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Red Team rocking: Build the ultimate AMD gaming PC

Marco Chiappetta | Oct. 31, 2014
Dollar for dollar, there's still a strong argument to be made for AMD processors.

Thanks to some recent price cuts, our GPU selection for this build couldn't have been any easier. Sticking with the AMD theme, we opted for a Powercolor PCS+ AXR9 290X 4GB, which was available for $359. This card is powered by AMD's Radeon R9 290X "Hawaii" GPU and is outfitted with a huge triple-fan cooling solution. The cooler allows the GPU to operate at higher speeds than reference R9 290X cards, and it's quieter, too. The only AMD-based graphics card that's more powerful is the Radeon R9 295X2 featured in yesterday's build.

We also turned to AMD for PC's storage--sort of. AMD Radeon R7 series solid state drives are built by OCZ and available for fairly competitive prices. Their overall performance is good too, so we picked up a 240GB model for about $145. To complement the SSD, we snagged a 1TB Seagate Barracuda 7200RPM hard drive for 60 bucks and threw in a cheap LG DVD-R optical drive on the off chance we'd need to use a CD or DVD at some point.

We had initially planned to use AMD-branded memory in this build as well, but when we saw Corsair's Vengeance Pro DDR3-1866 16GB kit, our minds changed instantly. The kit consists of a pair of 8GB DDR3-1866 DIMMs, which would be a good match for the FX-9590. They even sport black-and-red heat spreaders that go perfectly with the MSI 970 Gaming's color scheme. Corsair is also one of the most trusted names in system memory, so the $175 asking price for the kit was no problem.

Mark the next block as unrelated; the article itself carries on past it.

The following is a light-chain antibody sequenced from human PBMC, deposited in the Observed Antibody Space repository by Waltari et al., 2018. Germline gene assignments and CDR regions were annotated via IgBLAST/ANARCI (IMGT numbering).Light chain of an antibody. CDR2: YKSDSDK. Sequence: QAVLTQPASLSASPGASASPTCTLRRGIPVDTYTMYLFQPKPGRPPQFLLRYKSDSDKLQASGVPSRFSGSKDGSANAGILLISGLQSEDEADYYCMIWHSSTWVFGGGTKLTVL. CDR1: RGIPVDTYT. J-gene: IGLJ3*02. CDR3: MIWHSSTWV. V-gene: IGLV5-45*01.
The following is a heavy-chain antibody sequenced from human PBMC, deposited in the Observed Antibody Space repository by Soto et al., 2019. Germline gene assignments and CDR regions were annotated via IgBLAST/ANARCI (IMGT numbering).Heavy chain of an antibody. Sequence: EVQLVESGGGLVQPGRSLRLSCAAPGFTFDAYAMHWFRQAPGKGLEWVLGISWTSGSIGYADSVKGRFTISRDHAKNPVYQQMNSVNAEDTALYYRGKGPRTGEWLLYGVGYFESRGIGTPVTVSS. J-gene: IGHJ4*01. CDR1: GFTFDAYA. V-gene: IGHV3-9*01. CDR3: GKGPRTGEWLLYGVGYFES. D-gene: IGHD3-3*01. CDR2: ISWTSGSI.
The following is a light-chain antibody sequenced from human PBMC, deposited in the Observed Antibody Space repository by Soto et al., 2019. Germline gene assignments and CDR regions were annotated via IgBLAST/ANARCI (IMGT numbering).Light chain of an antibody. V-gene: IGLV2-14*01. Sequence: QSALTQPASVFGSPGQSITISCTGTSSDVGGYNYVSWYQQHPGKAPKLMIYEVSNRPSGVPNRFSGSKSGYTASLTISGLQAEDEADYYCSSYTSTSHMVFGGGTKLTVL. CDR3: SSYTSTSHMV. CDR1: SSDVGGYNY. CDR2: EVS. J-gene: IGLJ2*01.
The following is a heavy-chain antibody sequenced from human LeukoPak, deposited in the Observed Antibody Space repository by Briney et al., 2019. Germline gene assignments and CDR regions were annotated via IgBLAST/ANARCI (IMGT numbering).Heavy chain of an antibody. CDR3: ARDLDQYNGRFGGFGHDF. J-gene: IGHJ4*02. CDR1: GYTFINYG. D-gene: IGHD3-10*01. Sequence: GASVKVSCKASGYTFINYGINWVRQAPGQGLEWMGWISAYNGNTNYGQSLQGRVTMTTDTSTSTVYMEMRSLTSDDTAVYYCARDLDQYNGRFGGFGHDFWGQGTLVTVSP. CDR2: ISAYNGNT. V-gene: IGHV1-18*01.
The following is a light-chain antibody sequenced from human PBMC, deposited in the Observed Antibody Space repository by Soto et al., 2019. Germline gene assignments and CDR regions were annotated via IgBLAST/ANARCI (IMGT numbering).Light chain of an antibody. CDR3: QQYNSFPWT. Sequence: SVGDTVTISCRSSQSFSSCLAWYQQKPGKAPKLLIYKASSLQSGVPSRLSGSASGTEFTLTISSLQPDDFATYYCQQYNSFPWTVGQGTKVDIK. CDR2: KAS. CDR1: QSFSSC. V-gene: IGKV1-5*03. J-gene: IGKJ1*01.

We also turned to Corsair to power and house the rig. The Corsair Graphite 600T was one of my personal-favorite cases. When the company recently updated the Graphite line with a newer 780T model with features better suited to today's hardware, I was intrigued. The Corsair Graphite 780T isn't cheap at about $180, but it's absolutely worth the asking price. The case is spacious, with plenty of mounting locations for both 2.5-inch and 3.5-inch internal drives. Even better, the windowed case sports a tool-less design and a trio of quiet fans. And hey, it looks good, too. About the only things missing from this case are a switch to turn off its integrated lighting, and a hiding spot to store all of the spare screws and connectors it includes.

As for the power supply, the Corsair HX750i was a good fit. We planned to use only one GPU in the rig, so its 750W capacity was fine, and we also liked that it's fully modular and operates silently under low loads.

For those of you keeping track, the complete parts breakdown for the system is as follows:

  • CPU: AMD FX-9590 - $259.99
  • Motherboard: MSI 970 Gaming AM3+ - $99.99
  • Memory: Corsair Vengeance Pro 16GB DDR3-1866 - $174.99
  • Graphics card: Powercolor PCS+ AXR9 290X 4GB - $359.99
  • Storage: AMD Radeon R7 SSD 240GB - $144.99
  • Storage: Seagate Barracuda 7200RPM HDD 1TB - $59.99
  • Optical drive: LG SATA DVD-R - $17.99
  • Chassis: Corsair Graphite Series 780T - $179.99
  • Power supply: Corsair HXi HX750i 750W PSU - $169.99
  • CPU cooler: Cooler Master Seidon 120XL - $79.99
  • Operating system: Windows 8.1 OEM - $99
  • All told, the system cost rings in at $1,646.90.


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